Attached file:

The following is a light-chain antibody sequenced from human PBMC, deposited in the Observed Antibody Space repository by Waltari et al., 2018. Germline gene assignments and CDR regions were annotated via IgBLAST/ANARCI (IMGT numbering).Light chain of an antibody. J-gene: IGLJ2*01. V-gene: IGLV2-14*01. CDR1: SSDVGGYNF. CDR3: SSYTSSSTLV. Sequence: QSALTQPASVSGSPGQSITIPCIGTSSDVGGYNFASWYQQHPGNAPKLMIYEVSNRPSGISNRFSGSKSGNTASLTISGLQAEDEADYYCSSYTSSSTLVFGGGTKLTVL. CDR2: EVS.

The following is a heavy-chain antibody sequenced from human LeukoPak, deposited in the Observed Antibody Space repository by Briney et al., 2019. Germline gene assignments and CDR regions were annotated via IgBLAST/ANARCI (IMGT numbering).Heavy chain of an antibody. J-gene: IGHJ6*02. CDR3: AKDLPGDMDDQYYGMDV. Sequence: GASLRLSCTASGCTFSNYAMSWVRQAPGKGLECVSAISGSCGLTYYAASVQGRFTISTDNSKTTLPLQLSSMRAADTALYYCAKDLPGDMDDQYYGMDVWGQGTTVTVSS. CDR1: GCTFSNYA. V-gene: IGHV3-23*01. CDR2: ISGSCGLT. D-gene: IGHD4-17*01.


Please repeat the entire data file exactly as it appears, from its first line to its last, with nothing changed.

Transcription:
The following is a light-chain antibody sequenced from human PBMC, deposited in the Observed Antibody Space repository by Waltari et al., 2018. Germline gene assignments and CDR regions were annotated via IgBLAST/ANARCI (IMGT numbering).Light chain of an antibody. J-gene: IGLJ2*01. V-gene: IGLV2-14*01. CDR1: SSDVGGYNF. CDR3: SSYTSSSTLV. Sequence: QSALTQPASVSGSPGQSITIPCIGTSSDVGGYNFASWYQQHPGNAPKLMIYEVSNRPSGISNRFSGSKSGNTASLTISGLQAEDEADYYCSSYTSSSTLVFGGGTKLTVL. CDR2: EVS.

The following is a heavy-chain antibody sequenced from human LeukoPak, deposited in the Observed Antibody Space repository by Briney et al., 2019. Germline gene assignments and CDR regions were annotated via IgBLAST/ANARCI (IMGT numbering).Heavy chain of an antibody. J-gene: IGHJ6*02. CDR3: AKDLPGDMDDQYYGMDV. Sequence: GASLRLSCTASGCTFSNYAMSWVRQAPGKGLECVSAISGSCGLTYYAASVQGRFTISTDNSKTTLPLQLSSMRAADTALYYCAKDLPGDMDDQYYGMDVWGQGTTVTVSS. CDR1: GCTFSNYA. V-gene: IGHV3-23*01. CDR2: ISGSCGLT. D-gene: IGHD4-17*01.